Once you have run your first update, you can go through the entire developer workflow from beginning to end.
Add new changesets to the changelog
On your local development machine, add new changeset(s) to your changelog.
Apply changes to the developer database
liquibase update to apply the changes to the developer database. Iterate until you are happy with the final state.
Understand database changes before saving and applying them
It is always best practice to understand the changes BEFORE saving and applying them to the changelog… especially if someone else edited or created the changelog.
Running the following command to see if there are changesets that have no been applied to the integration database:
liquibase --url=jdbc:h2:tcp://localhost:9090/mem:integration status --verbose
Check your SQL
Run the following command to check the SQL before applying updates:
liquibase --url=jdbc:h2:tcp://localhost:9090/mem:integration updateSQL
You can also run a diff command to compare the changes before saving and applying them:
liquibase --referenceUrl=jdbc:h2:tcp://localhost:9090/mem:integration --referenceUsername dbuser --referencePassword letmein diff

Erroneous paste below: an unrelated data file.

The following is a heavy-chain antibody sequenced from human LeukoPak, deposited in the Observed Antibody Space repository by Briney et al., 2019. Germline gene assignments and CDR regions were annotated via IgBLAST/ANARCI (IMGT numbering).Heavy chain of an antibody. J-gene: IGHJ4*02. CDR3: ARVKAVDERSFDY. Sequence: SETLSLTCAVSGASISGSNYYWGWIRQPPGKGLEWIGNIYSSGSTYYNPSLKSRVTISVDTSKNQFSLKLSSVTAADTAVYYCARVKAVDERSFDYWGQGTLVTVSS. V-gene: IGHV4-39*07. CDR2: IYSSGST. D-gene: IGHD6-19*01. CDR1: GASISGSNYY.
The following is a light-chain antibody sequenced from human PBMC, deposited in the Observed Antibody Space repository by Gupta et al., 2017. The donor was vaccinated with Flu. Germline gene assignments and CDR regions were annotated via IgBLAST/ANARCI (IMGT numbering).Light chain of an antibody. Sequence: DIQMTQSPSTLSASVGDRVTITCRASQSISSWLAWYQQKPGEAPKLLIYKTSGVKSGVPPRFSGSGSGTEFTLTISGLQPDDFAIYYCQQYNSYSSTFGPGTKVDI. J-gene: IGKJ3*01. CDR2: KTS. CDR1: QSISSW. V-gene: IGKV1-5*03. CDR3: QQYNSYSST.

Save to source control
Save your changelog to source control when you are happy with the changes that will be applied.
Apply the new changesets
Apply the new changesets:
liquibase --url=jdbc:h2:tcp://localhost:9090/mem:integration update
To see that all changes have been applied to the integrations database, rerun the following commands:
Now that you have a feel for Liquibase against your sample database, you can try it against your standard databases.
Just add your database’s jdbc drivers to the lib directory in the Liquibase install directory and update the url, username, and password fields in the liquibase.properties file.
Also, check the documentation associated with your specific database to locate the correct URL format and download the driver jar. Then, use the Liquibase developer workflow to make changes against your own database.